Live Into The Season
‘Tis the Season to….
A recent sermon by Father Rob Lord of All Saints in Winter Park confirmed for me what I know, but sometimes forget. While it’s most top of mind during the holiday season, this message is relevant every single day of our lives.
As if in slow motion, I heard him say the words “Rather than Live Up To Something…..” At that point, it was clear to me his next words would be “Live Into It.” As he said those words in reference to the season of Advent and all the distractions the season brings outside the church, I hung on to those words as a reminder that it’s just too easy to get caught up in the hurry of the season. We often forget to live into the moments we are in because we are focusing on the need to live up to something artificial.
It was my reminder to slow down and be a part of the gift that is before us. Our days and the gifts of the church season as well as the positive residuals that come with it.
Tips for Living Into this season (and beyond).
– Ask a child what they see. In putting up our holiday decorations, our children participated with excitement. Honestly, we may found ourselves decorating in a routine manner, possibly missing the point, and I wondered “why it was so exciting for the children?” As my youngest snuggled next to the train, I asked her to tell me about it. “What do you see?” I asked. Actually, her limited response said it all. Her mind was in motion thinking about Santa’s train and every trip it made around the tree. What a wonderful journey her belief was creating for her. I sat down beside her to join her on that journey. Living in the moment.
– Slow down and observe. Crowded restaurants are full of people reconnecting beyond 140 characters (or less) or electronic Pins. As you walk by a Starbucks or a restaurant look for those who are deep in conversation. Taking in from their companions all the things our digital landscapes cannot deliver. Sit for a bit on bench in a popular area and I guarantee you’ll see it. Will you know their story? Probably not. But what you will notice is a very rewarding, and often overlooked, part of the season. The gift of time with friends and family. A sort of Love Actually approach.
– Don’t ramp up to just one day. We are guilty of it. Working, shopping, cooking for that one day. So much work, so little time in the actual moment. I think we get confused during this season of preparation. This is a season of preparation for the coming. The moments lived during days leading up to Christmas deliver as many gifts as the day itself. Let’s not try to live up to expectations of that one day. Rather live in the moment of the season and enjoy each day. Advent calendars are a great tool to ‘spread out the season.’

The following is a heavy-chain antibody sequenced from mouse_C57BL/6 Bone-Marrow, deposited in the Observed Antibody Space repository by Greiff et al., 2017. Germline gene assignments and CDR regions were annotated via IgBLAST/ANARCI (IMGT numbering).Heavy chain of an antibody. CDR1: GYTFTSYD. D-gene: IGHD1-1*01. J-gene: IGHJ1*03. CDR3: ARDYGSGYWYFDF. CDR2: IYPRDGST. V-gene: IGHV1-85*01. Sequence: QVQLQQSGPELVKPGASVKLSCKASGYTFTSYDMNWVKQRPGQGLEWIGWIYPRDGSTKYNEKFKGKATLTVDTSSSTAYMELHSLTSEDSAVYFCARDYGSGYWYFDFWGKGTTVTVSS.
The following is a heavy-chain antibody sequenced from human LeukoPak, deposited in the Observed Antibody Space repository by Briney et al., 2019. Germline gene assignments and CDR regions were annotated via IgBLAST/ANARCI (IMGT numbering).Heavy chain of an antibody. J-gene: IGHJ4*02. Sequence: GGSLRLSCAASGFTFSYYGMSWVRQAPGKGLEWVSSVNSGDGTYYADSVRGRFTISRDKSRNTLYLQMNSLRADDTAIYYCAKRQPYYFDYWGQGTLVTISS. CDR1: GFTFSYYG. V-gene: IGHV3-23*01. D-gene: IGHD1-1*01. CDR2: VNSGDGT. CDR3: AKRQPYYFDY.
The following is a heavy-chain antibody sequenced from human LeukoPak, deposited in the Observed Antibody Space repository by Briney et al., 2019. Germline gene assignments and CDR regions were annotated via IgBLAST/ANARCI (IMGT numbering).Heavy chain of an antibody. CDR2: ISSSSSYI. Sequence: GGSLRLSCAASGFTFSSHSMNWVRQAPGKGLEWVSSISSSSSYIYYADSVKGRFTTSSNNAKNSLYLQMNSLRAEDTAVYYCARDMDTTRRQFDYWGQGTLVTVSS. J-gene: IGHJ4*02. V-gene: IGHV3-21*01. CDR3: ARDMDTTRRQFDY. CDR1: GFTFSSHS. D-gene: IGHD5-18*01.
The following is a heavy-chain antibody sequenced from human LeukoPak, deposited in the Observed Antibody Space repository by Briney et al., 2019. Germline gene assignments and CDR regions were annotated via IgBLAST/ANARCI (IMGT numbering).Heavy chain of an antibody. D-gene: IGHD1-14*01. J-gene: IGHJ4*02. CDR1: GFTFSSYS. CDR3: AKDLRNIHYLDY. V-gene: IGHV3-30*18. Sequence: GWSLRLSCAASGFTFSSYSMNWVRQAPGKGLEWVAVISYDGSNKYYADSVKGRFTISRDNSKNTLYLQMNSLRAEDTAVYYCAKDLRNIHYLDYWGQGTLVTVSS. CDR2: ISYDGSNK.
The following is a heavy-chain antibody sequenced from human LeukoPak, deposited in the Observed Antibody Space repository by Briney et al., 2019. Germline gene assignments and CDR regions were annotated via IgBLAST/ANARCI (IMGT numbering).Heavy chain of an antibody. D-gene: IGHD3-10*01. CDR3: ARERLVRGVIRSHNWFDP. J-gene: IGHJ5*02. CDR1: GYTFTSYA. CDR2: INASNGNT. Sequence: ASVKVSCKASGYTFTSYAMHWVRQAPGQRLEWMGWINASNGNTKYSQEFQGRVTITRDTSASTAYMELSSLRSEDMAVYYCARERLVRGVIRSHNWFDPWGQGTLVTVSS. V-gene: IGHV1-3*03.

– Fill your calendars – with the good things in life. Schedule encounters normally put aside because of schedules and proximity to the ones we love. If you can’t get together at a cafe, schedule a virtual meet up. Agree with a friend to both take a lunch break from shopping, grab a small table at a restaurant, order a great meal and call a friend. Commit to it. Roseddy and her friend Mary commit to this on a weekly basis throughout the year with a standing Thursday night cocktail conversation – hundreds of miles apart.
– Be on guard. More powerful words from the sermon included the advice to be on guard so that your hearts are not weighed down by the negatives of this life. The misunderstanding of the season. The weight of hearts distracted. Get back to the ‘why.’ Ask why we give gifts? Where did it start? What does it mean? Take the time to understand the origins and not necessarily get weighed down by the pressures of the season. Yes, we all participate in the mad shopping. We always will. But, this year I got to the heart of gift giving as much as I could. For example, on our children’s list was books. Under our tree will be favorite books from my childhood. As you can imagine, a bit hard to find because those books are not the commercialized Barbie series, or the latest Fancy Nancy. Rather, it’s This is the House That Jack Built and Harold’s Purple Crayon. With those stories will come my stories to share with my children. I honestly cannot wait to read them again.
Bottom line – slow down to live into the moments presented to you – and live into it.
Live into the magic of Belief that unfortunately diminishes as we age. Take a moment to realize that what is presented to us intended. Consider why.
Enjoy your season.